In honor of Barbara Jordan Week and Jordan’s 76th birthday, the Barbara Jordan Archives, in conjunction with the LBJ School of Public Affairs at UT-Austin, the Barbara Jordan Freedom Foundation and Senator Rodney Ellis, has installed an exhibit entitled “Congresswoman Barbara Jordan: American Hero, Texas Legend” in the ground level rotunda at the Texas State Capitol. A ten-by-twenty foot timeline and over a dozen panels tell Jordan’s story from her beginnings in Houston, to her achievements in both the Texas Senate and the U.S. House of Representatives, to her teaching career at UT-Austin and to her untimely death at age 59. The purpose of the exhibit is to both salute the incredible career and achievements of Jordan for those who remember her time in the public eye, and to educate people (especially the young students and scholars of Texas) about a real-life Texas hero. The exhibit will run through February 24, 2012.
Tuesday, February 21, 2012
Friday, February 17, 2012
|Texas Senate Resolution no. 180, honoring |
Jordan's birthday in 1969.
February 21, 2012 marks what would have been Barbara Jordan's 76th birthday. In honor of the occasion, there are several events the Barbara Jordan Archives would like to make you aware of. The 82ndTexas Legislature has designated the week of February 21-27 as Barbara Jordan Freedom Week, (week of February 21 -27), and with the assistance of the Barbara Jordan Archives at Texas Southern University, the Barbara Jordan Freedom Foundation, the Lyndon B. Johnson School of Public Affairs at University of Texas-Austin and the generosity of the Tocker Family Foundation, an interactive timeline and panel display highlighting Jordan’s life and achievements will be installed in the ground floor rotunda of the Texas State Capitol. We are very excited about the exhibit as it incorporates many photographs, documents and artifacts from the Archives. The exhibit will be open from Tuesday, February 21 – Friday, February 24. Read the press release here.
Also, the Lyndon B. Johnson School of Public Affairs at University of Texas-Austin is also hosting a week-long series of events for Barbara Jordan Week, including speakers, brown-bag discussions and workshops, all related to Barbara Jordan and topics such as voting, racial barriers, and social justice. Read more about the LBJ School events here.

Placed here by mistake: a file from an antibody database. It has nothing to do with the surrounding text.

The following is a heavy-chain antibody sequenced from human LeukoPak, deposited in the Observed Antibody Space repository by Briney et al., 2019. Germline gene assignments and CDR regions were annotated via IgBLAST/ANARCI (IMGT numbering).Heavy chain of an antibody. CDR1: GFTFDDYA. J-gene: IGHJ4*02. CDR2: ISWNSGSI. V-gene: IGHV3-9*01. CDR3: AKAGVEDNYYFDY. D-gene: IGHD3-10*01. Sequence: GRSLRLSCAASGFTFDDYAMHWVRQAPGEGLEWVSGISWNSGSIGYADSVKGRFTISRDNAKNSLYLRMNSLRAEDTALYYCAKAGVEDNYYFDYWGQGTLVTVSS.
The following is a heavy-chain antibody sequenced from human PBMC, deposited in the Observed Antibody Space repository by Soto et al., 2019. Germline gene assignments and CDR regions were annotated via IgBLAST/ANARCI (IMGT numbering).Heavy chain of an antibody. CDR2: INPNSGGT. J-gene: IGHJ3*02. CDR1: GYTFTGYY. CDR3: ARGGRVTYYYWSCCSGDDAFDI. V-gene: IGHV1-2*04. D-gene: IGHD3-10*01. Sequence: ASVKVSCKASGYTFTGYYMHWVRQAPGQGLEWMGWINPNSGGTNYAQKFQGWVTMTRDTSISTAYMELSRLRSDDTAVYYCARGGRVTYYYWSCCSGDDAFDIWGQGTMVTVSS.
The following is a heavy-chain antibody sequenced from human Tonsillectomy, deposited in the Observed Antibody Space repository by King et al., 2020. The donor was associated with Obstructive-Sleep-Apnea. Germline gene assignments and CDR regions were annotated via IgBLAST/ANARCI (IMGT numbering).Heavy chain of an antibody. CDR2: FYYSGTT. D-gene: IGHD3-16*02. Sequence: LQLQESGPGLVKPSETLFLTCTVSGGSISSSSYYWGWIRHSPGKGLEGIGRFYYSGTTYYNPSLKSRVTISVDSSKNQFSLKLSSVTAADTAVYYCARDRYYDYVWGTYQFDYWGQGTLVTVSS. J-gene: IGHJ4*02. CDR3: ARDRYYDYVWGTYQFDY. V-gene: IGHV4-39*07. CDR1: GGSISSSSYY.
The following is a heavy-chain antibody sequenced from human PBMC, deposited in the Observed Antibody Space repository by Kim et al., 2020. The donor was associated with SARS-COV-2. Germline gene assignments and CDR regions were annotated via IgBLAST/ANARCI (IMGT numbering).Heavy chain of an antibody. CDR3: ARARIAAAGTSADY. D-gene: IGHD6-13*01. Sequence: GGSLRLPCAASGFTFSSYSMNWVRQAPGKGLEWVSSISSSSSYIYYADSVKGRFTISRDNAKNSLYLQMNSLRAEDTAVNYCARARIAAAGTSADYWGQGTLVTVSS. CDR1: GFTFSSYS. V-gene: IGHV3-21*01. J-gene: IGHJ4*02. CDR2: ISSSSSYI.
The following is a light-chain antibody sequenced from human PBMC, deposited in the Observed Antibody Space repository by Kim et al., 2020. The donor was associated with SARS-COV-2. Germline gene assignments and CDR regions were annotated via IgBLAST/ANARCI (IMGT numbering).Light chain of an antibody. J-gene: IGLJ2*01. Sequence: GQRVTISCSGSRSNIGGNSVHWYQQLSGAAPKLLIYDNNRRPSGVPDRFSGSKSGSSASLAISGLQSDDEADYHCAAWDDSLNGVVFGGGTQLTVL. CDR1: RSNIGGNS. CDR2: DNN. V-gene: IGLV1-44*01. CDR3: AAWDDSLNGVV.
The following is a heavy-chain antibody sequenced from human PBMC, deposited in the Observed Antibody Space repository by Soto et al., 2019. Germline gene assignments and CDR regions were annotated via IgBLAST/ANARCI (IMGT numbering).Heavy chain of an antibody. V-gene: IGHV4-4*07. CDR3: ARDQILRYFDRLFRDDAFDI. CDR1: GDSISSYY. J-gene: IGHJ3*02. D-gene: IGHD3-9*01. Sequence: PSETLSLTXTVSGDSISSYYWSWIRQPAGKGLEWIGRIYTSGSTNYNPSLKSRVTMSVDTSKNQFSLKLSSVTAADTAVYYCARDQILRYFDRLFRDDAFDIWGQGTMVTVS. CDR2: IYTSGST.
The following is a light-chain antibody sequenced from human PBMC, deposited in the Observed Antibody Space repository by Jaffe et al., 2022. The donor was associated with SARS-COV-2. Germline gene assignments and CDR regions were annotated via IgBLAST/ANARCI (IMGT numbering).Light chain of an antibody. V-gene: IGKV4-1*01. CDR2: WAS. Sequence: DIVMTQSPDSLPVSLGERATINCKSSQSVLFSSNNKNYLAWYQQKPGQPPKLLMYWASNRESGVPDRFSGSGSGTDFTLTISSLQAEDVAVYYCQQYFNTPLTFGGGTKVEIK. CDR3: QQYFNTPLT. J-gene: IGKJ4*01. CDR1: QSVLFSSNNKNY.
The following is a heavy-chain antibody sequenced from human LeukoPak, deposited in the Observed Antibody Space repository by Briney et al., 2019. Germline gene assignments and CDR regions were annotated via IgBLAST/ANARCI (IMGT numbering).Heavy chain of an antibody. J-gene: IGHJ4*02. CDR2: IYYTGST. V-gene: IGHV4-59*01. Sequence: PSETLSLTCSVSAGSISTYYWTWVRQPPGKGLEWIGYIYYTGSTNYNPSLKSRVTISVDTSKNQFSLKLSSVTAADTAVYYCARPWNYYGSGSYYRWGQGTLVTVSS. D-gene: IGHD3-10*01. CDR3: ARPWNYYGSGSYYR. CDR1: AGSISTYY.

Next week, we will post a virtual version of the capitol exhibit so those of you who will not be able to visit the exhibit in person will have a chance to enjoy it and learn more about the life and triumphs of Barbara Jordan.
Sunday, February 5, 2012
The Association for the Study of African American Life and History (ASALH) has designated “Black Women in American Culture and History” for the official theme of Black History Month 2012. In observance of this year’s theme, the Barbara Jordan Archives takes a look back at Congresswoman Barbara Jordan's work with the Equal Rights Amendment in a virtual exhibit.
Jordan was one of only two women in the Texas Senate in 1969 (along with Frances “Sissy” Farenholt in the House) when Congress yet again debated an Equal Rights Amendment. The two women banded together to cosponsor passage of the ERA in Texas, and then decided to propose an equal rights amendment guaranteeing equal rights for women to the Texas Constitution. Jordan continued to speak out on the ERA and the importance of its nationwide passage throughout her Congressional career--for instance, Jordan worked on legislation such as a bill to provide Social Security benefits for homemakers. And during her last term, Jordan joined with her fellow Congresswomen to fight for an extension of the ERA ratification process that was due to expire in 1979.
|Jordan in her office at the Texas Senate, ca 1969|
To learn more about the Equal Rights Amendment and the role Jordan played in the debates, click here for the virtual exhibit.
From the Barbara Jordan Archives--happy Black History Month!